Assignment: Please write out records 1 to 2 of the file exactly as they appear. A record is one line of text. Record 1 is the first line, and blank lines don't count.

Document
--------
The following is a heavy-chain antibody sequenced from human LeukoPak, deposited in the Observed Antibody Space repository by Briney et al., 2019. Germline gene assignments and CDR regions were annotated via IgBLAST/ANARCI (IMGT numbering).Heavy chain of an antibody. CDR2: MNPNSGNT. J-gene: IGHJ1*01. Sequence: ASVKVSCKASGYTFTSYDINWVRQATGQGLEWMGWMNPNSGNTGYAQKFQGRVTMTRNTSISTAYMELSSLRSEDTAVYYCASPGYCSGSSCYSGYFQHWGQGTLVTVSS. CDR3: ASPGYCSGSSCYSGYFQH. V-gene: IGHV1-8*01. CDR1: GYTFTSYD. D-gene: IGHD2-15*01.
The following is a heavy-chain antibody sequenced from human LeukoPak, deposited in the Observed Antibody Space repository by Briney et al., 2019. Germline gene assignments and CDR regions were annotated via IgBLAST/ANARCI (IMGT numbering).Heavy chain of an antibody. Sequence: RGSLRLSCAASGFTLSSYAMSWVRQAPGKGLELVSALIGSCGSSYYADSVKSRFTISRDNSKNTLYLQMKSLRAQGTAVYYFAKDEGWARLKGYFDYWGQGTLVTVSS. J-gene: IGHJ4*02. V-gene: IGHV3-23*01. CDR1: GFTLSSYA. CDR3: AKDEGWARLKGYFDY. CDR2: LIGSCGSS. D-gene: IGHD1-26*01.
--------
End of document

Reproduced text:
The following is a heavy-chain antibody sequenced from human LeukoPak, deposited in the Observed Antibody Space repository by Briney et al., 2019. Germline gene assignments and CDR regions were annotated via IgBLAST/ANARCI (IMGT numbering).Heavy chain of an antibody. CDR2: MNPNSGNT. J-gene: IGHJ1*01. Sequence: ASVKVSCKASGYTFTSYDINWVRQATGQGLEWMGWMNPNSGNTGYAQKFQGRVTMTRNTSISTAYMELSSLRSEDTAVYYCASPGYCSGSSCYSGYFQHWGQGTLVTVSS. CDR3: ASPGYCSGSSCYSGYFQH. V-gene: IGHV1-8*01. CDR1: GYTFTSYD. D-gene: IGHD2-15*01.
The following is a heavy-chain antibody sequenced from human LeukoPak, deposited in the Observed Antibody Space repository by Briney et al., 2019. Germline gene assignments and CDR regions were annotated via IgBLAST/ANARCI (IMGT numbering).Heavy chain of an antibody. Sequence: RGSLRLSCAASGFTLSSYAMSWVRQAPGKGLELVSALIGSCGSSYYADSVKSRFTISRDNSKNTLYLQMKSLRAQGTAVYYFAKDEGWARLKGYFDYWGQGTLVTVSS. J-gene: IGHJ4*02. V-gene: IGHV3-23*01. CDR1: GFTLSSYA. CDR3: AKDEGWARLKGYFDY. CDR2: LIGSCGSS. D-gene: IGHD1-26*01.